Beyond Buenos Aires
Imagine a succulent steak dinner for two and a bottle of fine wine for $25, or walking deep into the dense, lush forests of the Andes to a hut offering warm food, home-brewed beer and a comfortable place to lay your head at night. Welcome to Argentina.
Argentina is home to gorgeous people, the longest and second highest mountain range in the world and a rainbow of ecological diversity. Its bustling, metropolitan cities offer fashion and sophistication. The eye candy and culture make it an enticing option for travel. The weak peso makes it a frugal traveler’s dream.
There is one problem, though. Argentina is a huge country. It is nearly as long as the United States is wide, with thousands of miles of uninhabited, open land. Once beyond the capital city of Buenos Aires, it is easy to become confused about where to go, what to do, and where to stay.
There are three areas that deserve to be put on the travel roster. To the north there is the textile capital and native cultural center, Salta. In central Argentina, nestled in the valleys of towering mountains, is the wine capital region of Mendoza. Farther south is Bariloche, the northern gateway to mysterious and raw Patagonia. Read on to learn hard-to-find information about Argentina’s vacation destination stars.
|Iglésia de San Fransisco in Salta|
Nicknamed Salta la Linda (the pretty Salta) because of the surrounding natural beauty, Salta is a region interlaced with history and folklore. It is the burial ground for the sacrificed Inca children. The popular, romantic, folkloric gaucho dance originated in the open Lerma Valley and Spanish colonialism left behind intricately ornate details in the city’s architecture.
The city center is a great place to explore by foot. While walking, it is easy to inspect the elaborate work put into the pastel and sherbet-colored 18th century buildings. Outdoor cafés frame the perfectly manicured plazas and offer a spectacular place for people-watching. A gay-friendly excursion company, Balance Travel Adventure, is located in the center of town on Calle España. They specialize in making any travel fantasy a reality and offer trips that cater to lesbian visitors.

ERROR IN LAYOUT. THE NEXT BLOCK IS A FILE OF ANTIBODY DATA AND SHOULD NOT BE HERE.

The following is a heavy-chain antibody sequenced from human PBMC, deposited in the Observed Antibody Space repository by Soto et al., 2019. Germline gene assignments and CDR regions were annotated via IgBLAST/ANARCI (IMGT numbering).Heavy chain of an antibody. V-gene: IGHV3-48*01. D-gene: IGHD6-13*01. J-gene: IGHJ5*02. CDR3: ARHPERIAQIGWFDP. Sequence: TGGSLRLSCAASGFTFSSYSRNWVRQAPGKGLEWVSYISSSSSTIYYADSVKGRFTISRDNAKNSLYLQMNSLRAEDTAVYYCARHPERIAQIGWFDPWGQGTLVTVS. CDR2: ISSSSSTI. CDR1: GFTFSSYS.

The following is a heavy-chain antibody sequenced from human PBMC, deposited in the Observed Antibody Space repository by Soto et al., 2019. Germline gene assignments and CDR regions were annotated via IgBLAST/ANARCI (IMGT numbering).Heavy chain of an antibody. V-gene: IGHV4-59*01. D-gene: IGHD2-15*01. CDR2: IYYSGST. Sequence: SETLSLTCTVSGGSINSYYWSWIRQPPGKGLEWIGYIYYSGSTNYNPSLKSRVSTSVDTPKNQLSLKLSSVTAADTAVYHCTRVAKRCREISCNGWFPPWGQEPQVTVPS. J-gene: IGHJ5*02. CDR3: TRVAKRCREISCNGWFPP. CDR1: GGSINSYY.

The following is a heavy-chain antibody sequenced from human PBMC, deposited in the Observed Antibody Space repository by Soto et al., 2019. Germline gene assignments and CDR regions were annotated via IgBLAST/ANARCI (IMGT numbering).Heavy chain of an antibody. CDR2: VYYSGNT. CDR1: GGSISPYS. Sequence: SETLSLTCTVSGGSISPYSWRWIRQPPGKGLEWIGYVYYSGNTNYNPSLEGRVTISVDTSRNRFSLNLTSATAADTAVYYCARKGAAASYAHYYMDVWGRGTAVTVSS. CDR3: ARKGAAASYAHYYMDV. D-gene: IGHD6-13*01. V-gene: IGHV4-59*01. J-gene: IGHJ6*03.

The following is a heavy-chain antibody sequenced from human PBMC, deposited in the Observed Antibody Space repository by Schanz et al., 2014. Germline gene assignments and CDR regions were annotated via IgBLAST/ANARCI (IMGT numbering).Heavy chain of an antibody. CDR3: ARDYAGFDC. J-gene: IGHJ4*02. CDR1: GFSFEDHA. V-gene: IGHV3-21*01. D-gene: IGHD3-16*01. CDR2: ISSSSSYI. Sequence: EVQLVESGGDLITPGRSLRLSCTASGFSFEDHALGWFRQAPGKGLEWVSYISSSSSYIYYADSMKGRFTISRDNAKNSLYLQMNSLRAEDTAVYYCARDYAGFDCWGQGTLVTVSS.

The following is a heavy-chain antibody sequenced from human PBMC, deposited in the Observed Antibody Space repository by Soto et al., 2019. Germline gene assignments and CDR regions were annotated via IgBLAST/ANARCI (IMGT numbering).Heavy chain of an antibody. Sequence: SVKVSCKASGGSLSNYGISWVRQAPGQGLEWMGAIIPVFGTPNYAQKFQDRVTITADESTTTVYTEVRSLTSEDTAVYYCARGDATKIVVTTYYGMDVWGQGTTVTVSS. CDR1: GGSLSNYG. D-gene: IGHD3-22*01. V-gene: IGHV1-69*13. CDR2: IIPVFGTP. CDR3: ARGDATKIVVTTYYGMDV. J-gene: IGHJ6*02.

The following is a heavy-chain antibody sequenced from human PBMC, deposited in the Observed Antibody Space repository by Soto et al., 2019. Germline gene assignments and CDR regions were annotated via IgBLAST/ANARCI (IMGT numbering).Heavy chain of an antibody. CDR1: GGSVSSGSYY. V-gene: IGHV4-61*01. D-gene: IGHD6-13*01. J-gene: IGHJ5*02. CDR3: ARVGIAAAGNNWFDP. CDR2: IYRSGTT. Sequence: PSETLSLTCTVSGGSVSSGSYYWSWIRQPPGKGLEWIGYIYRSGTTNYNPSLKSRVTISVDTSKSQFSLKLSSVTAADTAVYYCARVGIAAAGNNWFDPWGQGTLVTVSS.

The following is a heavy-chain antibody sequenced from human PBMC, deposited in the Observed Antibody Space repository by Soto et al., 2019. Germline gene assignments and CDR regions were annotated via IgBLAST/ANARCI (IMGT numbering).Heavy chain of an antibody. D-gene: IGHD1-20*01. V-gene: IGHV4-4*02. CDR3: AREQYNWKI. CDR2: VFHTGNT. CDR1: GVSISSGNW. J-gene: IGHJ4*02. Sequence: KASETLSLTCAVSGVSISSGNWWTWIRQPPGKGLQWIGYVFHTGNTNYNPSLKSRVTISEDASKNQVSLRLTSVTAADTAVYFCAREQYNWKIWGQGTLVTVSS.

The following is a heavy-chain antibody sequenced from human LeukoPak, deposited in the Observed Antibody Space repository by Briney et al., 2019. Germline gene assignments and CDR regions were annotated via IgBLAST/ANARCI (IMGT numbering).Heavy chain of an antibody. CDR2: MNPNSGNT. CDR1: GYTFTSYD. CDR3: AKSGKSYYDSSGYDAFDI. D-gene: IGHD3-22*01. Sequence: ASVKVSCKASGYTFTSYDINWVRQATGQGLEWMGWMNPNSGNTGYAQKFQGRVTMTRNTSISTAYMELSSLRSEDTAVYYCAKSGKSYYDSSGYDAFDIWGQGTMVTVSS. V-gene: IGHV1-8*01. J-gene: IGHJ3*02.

Textile creations like rugs, blankets and shawls are a specialty to this area. The best place to find handcrafted wares is the Mercado Artesanal (the Artisan’s Market), located outside of town on the west end of Calle San Martin. There is also a city fair on Sundays, Feria de Artesanal (local artisan fair), located on Calle Balcarce.
A huge number of museums filled with local culture and art celebrate the ethnic history of Salta. Among these is the Museum of High Altitude Archaeology (MAAM). The museum is the final resting place for three sacrificed Inca children found on the neighboring mountain summits. It was created by scientists, anthropologists and the government of Salta to help protect and educate the public. It is open Tuesday through Sunday and holidays, 9 a.m.–p.m. and 4 p.m.–9 p.m. (ingress is closed a half hour before closing). Entrance costs 10 pesos (approximately $3.50 USD) for general admission, seniors and children are free. They also offer free admission Tuesday through Friday, 9 a.m.–10 a.m.
The live music scene is active in Salta. You can find many hot spots covering everything from disco to jazz on the pedestrian-only Calle Balcarce. Zeppelin Rockeria, located on Calle Necochea, is a great gay-friendly spot. It’s a trendy pub that offers inspired mixed drinks and boisterous music. La City Night Club is another vibrant disco worth checking out. It claims the best views of the city and the bar offers imaginative drinks. Located on Avenida Asunción, this is a very open-minded, energetic place.
Accommodations range from five-star to hostel. On the high end of the spectrum is the 145 room Sheraton Salta Hotel, a modern, classy establishment sitting at the base of Saint Bernardo Mountain (which has a magnificent view, accessible via trail or gondola). A four-star option is the eleven-room boutique Papyrus. This eclectic hotel offers a different design for each room, a pool, Jacuzzi and wi-fi. If you’re looking for a three-star option, I highly recommend the Aldaba Hotel. This restored historical building with five rooms and an apartment is located eight blocks from city center.
Six hundred miles south of Salta is the Mendoza province, the land of gigantic mountains and prestigious wineries. Mendoza city is an electric, metropolitan oasis full of art, museums and savory restaurants (the most famous being the Francis Mallman’s, 1884).
There is, on most days, a local artist’s market in the main square, Plaza Independencia. On busy weekends and holidays, the marketplace extends into other parks, such as Plaza España. On the small streets surrounding the main parks there are boutiques full of hand-crafted treasures and stylish clothes, often hiding behind non-descript store fronts. Located in the center of town on Granaderos street is Aventura and Wine, a gay-friendly wine tour service.